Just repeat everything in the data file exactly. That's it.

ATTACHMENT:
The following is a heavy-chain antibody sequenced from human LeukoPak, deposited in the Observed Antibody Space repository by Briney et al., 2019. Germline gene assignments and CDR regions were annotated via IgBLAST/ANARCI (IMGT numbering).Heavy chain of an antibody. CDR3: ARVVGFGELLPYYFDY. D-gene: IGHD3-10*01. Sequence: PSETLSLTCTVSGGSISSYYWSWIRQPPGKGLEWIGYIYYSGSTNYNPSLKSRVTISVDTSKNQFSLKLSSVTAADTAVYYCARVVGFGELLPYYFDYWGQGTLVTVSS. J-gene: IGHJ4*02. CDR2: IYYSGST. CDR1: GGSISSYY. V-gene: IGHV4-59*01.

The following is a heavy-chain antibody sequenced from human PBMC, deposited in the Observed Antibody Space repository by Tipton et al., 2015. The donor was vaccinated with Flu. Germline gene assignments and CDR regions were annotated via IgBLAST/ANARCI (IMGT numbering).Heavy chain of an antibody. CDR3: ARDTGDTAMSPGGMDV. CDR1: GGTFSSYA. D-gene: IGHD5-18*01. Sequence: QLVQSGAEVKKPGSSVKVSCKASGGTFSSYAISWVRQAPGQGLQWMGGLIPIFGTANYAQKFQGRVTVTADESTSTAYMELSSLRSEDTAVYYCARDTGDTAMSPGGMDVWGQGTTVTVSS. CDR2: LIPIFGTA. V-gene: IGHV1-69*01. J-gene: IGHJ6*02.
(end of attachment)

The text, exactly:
The following is a heavy-chain antibody sequenced from human LeukoPak, deposited in the Observed Antibody Space repository by Briney et al., 2019. Germline gene assignments and CDR regions were annotated via IgBLAST/ANARCI (IMGT numbering).Heavy chain of an antibody. CDR3: ARVVGFGELLPYYFDY. D-gene: IGHD3-10*01. Sequence: PSETLSLTCTVSGGSISSYYWSWIRQPPGKGLEWIGYIYYSGSTNYNPSLKSRVTISVDTSKNQFSLKLSSVTAADTAVYYCARVVGFGELLPYYFDYWGQGTLVTVSS. J-gene: IGHJ4*02. CDR2: IYYSGST. CDR1: GGSISSYY. V-gene: IGHV4-59*01.

The following is a heavy-chain antibody sequenced from human PBMC, deposited in the Observed Antibody Space repository by Tipton et al., 2015. The donor was vaccinated with Flu. Germline gene assignments and CDR regions were annotated via IgBLAST/ANARCI (IMGT numbering).Heavy chain of an antibody. CDR3: ARDTGDTAMSPGGMDV. CDR1: GGTFSSYA. D-gene: IGHD5-18*01. Sequence: QLVQSGAEVKKPGSSVKVSCKASGGTFSSYAISWVRQAPGQGLQWMGGLIPIFGTANYAQKFQGRVTVTADESTSTAYMELSSLRSEDTAVYYCARDTGDTAMSPGGMDVWGQGTTVTVSS. CDR2: LIPIFGTA. V-gene: IGHV1-69*01. J-gene: IGHJ6*02.